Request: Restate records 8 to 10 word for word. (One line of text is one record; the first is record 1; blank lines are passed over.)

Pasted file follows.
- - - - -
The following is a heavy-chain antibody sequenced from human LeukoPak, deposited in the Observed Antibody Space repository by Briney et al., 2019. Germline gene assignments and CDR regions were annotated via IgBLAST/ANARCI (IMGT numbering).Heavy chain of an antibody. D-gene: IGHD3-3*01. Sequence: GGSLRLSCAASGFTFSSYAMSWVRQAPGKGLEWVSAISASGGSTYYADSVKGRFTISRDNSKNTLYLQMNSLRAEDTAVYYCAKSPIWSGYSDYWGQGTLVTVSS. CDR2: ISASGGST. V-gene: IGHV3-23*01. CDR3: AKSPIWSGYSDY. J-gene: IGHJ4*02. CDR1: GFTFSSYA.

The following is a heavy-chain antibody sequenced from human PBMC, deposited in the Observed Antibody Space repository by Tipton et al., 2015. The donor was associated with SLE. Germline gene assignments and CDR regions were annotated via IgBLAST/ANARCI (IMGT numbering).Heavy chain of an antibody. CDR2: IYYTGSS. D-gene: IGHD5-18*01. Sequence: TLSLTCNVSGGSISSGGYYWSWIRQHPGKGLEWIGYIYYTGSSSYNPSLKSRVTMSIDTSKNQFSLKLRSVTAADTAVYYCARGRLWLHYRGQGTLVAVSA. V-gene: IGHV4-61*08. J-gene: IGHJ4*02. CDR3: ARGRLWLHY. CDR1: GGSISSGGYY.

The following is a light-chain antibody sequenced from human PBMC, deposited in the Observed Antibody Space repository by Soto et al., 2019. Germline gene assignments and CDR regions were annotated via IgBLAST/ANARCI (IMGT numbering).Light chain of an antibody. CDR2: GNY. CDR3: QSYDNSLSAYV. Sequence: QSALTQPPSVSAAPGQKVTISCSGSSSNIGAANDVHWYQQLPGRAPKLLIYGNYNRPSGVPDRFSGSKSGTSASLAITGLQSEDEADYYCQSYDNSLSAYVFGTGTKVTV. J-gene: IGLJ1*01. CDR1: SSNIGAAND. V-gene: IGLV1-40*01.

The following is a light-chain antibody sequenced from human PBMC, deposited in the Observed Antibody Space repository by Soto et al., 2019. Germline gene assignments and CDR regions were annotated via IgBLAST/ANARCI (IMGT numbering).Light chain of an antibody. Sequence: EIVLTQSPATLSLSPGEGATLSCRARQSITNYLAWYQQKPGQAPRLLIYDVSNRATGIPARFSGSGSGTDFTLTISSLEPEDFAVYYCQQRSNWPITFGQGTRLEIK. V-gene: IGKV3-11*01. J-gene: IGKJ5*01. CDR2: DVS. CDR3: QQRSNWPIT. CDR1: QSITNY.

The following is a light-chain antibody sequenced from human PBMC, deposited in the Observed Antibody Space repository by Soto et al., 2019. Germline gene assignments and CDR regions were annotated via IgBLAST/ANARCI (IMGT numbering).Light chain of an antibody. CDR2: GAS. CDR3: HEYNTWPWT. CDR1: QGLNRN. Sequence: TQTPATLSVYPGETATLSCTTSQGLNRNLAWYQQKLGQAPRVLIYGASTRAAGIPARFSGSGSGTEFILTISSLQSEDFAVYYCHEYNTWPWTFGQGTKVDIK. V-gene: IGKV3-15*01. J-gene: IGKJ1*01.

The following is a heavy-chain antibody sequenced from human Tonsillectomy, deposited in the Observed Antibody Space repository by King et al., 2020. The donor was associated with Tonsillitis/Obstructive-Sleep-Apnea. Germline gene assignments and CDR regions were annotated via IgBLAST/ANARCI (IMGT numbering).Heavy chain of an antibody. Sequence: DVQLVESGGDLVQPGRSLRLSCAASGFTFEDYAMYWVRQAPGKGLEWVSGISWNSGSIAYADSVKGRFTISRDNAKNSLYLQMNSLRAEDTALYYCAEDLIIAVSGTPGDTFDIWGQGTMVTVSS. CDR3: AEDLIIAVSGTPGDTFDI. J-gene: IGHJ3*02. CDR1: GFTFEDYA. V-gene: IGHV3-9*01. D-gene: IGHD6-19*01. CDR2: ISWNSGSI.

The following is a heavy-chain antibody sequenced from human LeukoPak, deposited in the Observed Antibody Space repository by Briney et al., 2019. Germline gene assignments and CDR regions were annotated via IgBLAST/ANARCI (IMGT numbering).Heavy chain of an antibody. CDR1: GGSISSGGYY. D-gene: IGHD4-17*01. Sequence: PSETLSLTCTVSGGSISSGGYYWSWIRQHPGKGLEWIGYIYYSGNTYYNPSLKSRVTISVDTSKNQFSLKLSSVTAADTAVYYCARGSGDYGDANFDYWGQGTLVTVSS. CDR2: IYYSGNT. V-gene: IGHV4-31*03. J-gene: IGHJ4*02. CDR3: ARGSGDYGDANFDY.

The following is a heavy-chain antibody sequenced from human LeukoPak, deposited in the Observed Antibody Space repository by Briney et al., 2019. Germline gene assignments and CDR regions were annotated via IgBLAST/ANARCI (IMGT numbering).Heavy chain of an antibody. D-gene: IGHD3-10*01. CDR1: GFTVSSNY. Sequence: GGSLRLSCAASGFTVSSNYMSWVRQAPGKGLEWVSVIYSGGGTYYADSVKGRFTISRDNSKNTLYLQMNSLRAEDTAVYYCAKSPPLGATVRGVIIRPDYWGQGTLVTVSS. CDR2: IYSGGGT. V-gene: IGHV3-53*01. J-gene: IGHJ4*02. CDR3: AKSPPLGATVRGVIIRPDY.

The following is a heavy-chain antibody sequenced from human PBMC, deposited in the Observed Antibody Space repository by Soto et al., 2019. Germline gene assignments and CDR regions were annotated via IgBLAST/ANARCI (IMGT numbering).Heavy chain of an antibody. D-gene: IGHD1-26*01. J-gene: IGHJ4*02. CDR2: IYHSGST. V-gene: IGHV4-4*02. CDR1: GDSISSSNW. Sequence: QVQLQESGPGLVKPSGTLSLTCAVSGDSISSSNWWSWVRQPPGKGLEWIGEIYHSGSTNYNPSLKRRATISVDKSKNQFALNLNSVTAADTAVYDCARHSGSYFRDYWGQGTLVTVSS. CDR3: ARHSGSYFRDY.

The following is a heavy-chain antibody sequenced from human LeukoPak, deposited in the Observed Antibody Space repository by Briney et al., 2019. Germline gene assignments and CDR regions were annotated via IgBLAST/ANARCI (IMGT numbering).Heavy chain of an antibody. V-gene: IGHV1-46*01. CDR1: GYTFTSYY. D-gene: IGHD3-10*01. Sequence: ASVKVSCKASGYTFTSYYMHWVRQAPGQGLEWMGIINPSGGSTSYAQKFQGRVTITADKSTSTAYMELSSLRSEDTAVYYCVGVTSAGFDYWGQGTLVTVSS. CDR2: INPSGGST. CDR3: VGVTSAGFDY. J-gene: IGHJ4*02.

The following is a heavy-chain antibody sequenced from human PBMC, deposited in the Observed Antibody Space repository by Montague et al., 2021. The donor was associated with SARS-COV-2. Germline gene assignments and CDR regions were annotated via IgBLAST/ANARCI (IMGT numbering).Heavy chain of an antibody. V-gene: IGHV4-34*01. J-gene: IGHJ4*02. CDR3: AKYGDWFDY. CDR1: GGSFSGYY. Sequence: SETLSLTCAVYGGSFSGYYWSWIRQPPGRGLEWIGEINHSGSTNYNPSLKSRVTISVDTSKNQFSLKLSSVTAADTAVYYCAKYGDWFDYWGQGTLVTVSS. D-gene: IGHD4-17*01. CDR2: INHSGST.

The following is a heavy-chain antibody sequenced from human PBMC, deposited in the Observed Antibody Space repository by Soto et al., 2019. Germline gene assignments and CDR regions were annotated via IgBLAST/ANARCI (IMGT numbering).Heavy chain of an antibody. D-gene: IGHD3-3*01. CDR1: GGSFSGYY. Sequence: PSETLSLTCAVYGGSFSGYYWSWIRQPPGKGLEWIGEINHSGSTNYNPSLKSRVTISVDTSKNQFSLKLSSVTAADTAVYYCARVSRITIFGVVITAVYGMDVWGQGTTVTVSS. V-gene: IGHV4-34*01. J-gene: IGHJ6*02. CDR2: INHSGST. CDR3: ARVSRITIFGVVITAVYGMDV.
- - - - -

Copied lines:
The following is a heavy-chain antibody sequenced from human LeukoPak, deposited in the Observed Antibody Space repository by Briney et al., 2019. Germline gene assignments and CDR regions were annotated via IgBLAST/ANARCI (IMGT numbering).Heavy chain of an antibody. D-gene: IGHD3-10*01. CDR1: GFTVSSNY. Sequence: GGSLRLSCAASGFTVSSNYMSWVRQAPGKGLEWVSVIYSGGGTYYADSVKGRFTISRDNSKNTLYLQMNSLRAEDTAVYYCAKSPPLGATVRGVIIRPDYWGQGTLVTVSS. CDR2: IYSGGGT. V-gene: IGHV3-53*01. J-gene: IGHJ4*02. CDR3: AKSPPLGATVRGVIIRPDY.

The following is a heavy-chain antibody sequenced from human PBMC, deposited in the Observed Antibody Space repository by Soto et al., 2019. Germline gene assignments and CDR regions were annotated via IgBLAST/ANARCI (IMGT numbering).Heavy chain of an antibody. D-gene: IGHD1-26*01. J-gene: IGHJ4*02. CDR2: IYHSGST. V-gene: IGHV4-4*02. CDR1: GDSISSSNW. Sequence: QVQLQESGPGLVKPSGTLSLTCAVSGDSISSSNWWSWVRQPPGKGLEWIGEIYHSGSTNYNPSLKRRATISVDKSKNQFALNLNSVTAADTAVYDCARHSGSYFRDYWGQGTLVTVSS. CDR3: ARHSGSYFRDY.

The following is a heavy-chain antibody sequenced from human LeukoPak, deposited in the Observed Antibody Space repository by Briney et al., 2019. Germline gene assignments and CDR regions were annotated via IgBLAST/ANARCI (IMGT numbering).Heavy chain of an antibody. V-gene: IGHV1-46*01. CDR1: GYTFTSYY. D-gene: IGHD3-10*01. Sequence: ASVKVSCKASGYTFTSYYMHWVRQAPGQGLEWMGIINPSGGSTSYAQKFQGRVTITADKSTSTAYMELSSLRSEDTAVYYCVGVTSAGFDYWGQGTLVTVSS. CDR2: INPSGGST. CDR3: VGVTSAGFDY. J-gene: IGHJ4*02.